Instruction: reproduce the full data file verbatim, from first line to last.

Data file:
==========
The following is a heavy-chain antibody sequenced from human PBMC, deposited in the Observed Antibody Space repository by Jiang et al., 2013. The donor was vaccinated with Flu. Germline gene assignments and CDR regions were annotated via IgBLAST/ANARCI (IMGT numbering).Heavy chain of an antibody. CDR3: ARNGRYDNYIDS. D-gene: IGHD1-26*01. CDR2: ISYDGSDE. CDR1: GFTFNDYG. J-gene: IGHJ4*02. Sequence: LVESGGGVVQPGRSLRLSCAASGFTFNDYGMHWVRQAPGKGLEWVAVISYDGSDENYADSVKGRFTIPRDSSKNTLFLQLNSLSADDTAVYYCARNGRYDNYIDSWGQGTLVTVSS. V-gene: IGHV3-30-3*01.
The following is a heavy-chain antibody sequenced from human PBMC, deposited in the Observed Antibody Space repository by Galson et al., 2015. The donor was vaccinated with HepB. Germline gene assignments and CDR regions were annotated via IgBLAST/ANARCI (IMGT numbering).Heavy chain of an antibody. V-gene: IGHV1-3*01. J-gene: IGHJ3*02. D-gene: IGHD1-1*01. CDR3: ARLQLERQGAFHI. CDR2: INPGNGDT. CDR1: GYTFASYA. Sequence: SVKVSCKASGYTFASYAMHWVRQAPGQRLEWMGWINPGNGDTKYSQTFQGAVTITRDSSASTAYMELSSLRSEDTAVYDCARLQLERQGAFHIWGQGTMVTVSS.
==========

The following is a heavy-chain antibody sequenced from human PBMC, deposited in the Observed Antibody Space repository by Jiang et al., 2013. The donor was vaccinated with Flu. Germline gene assignments and CDR regions were annotated via IgBLAST/ANARCI (IMGT numbering).Heavy chain of an antibody. CDR3: ARNGRYDNYIDS. D-gene: IGHD1-26*01. CDR2: ISYDGSDE. CDR1: GFTFNDYG. J-gene: IGHJ4*02. Sequence: LVESGGGVVQPGRSLRLSCAASGFTFNDYGMHWVRQAPGKGLEWVAVISYDGSDENYADSVKGRFTIPRDSSKNTLFLQLNSLSADDTAVYYCARNGRYDNYIDSWGQGTLVTVSS. V-gene: IGHV3-30-3*01.
The following is a heavy-chain antibody sequenced from human PBMC, deposited in the Observed Antibody Space repository by Galson et al., 2015. The donor was vaccinated with HepB. Germline gene assignments and CDR regions were annotated via IgBLAST/ANARCI (IMGT numbering).Heavy chain of an antibody. V-gene: IGHV1-3*01. J-gene: IGHJ3*02. D-gene: IGHD1-1*01. CDR3: ARLQLERQGAFHI. CDR2: INPGNGDT. CDR1: GYTFASYA. Sequence: SVKVSCKASGYTFASYAMHWVRQAPGQRLEWMGWINPGNGDTKYSQTFQGAVTITRDSSASTAYMELSSLRSEDTAVYDCARLQLERQGAFHIWGQGTMVTVSS.